This post is dedicated to my friend Melissa, a partner in parenting and inspiration in all manner of creative and intentional living.
Melissa and I met on a playground when our daughters, were just learning to walk. I felt an immediate connection to her, another East coast gal making a go of it in the midwest. Like me, Melissa came to Columbus for Ohio State. Her husband is a graduate student in the Art & Technology program and another person I am thrilled to have Cora spending time with. Andrew takes apart toys so he can mess around with their electronic guts. He builds 3D printers in his basement studio and prints things that contribute to, and alter, the world the girls’ play in. Case in point, the urinal he made for Maya’s dollhouse. Melissa can make anything out of felt. She sells her stuff on Etsy and gives the most beautiful gifts.
Harboring not so warm-and-fuzzy memories of their own early educations, Melissa and Andrew plan to homeschool Maya, beginning with preschool. Since we do a childcare swap a few days a week, we’ve batted around the idea of doing this together. But I know that we have already begun. As I said, when Cora is at Maya’s house, she is learning all sorts of things from the handmade and repurposed stuff there. It’s like a museum with salon-style collections of images on the walls and shelves full of things collected and crafted over the years. The girls roam pretty freely, exploring how to get along and make their own fun and games.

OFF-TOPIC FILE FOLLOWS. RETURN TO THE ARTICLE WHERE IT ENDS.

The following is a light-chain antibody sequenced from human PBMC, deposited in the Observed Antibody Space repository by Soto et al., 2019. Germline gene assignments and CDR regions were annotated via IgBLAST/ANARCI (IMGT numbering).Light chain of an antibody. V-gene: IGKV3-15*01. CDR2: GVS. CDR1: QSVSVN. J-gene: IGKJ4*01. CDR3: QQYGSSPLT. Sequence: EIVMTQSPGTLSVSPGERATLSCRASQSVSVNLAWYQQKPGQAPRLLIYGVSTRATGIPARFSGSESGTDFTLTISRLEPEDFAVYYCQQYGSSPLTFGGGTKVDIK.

Our house feels a bit sterile by comparison. I like to hide most everything behind cabinet doors when it’s not in use and Dan and I, for all our love for and friends who are artists, don’t have a ton of stuff on the walls. I guess you could say we have a somewhat minimalist decorating style. But I’d like to think that what my home lacks in inherent inspiration I make up for through my interaction with the girls. Mind you, I also take advantage of their increasing ability to entertain themselves. (This past week while Maya was with us I got through the junk mail pile and cleaned the microwave!) But, when the opportunity arises, I’m starting to explore more intentional ways to push their learning, as I do when Cora and I are on our own.
And so it was last week when the girls had me playing a hair styling game in which I adorned their heads with every barrette in Cora’s collection. They were disappointed once the supply exhausted, so I suggested we take them all out and do it again. As I took the barrettes out of Maya’s hair I was truly amazed by the size of the pile. I said, “This is a lot of barrettes! I wonder how many there are here. Let’s line them up and count them.” And we did. The girls got a little lost in the counting after 12 or 13, but we made it all the way to 19. Then we did the same for Cora’s pile. Next we sorted everything by color.
This activity wasn’t rocket science. But, it was grounded in a conscious desire to provide spontaneous frameworks for the girls to practice developmentally-appropriate skills. Next up, developing some real and mental lists of more things to work on so I can be prepared the next time a teachable moment arises. Recommendations welcome!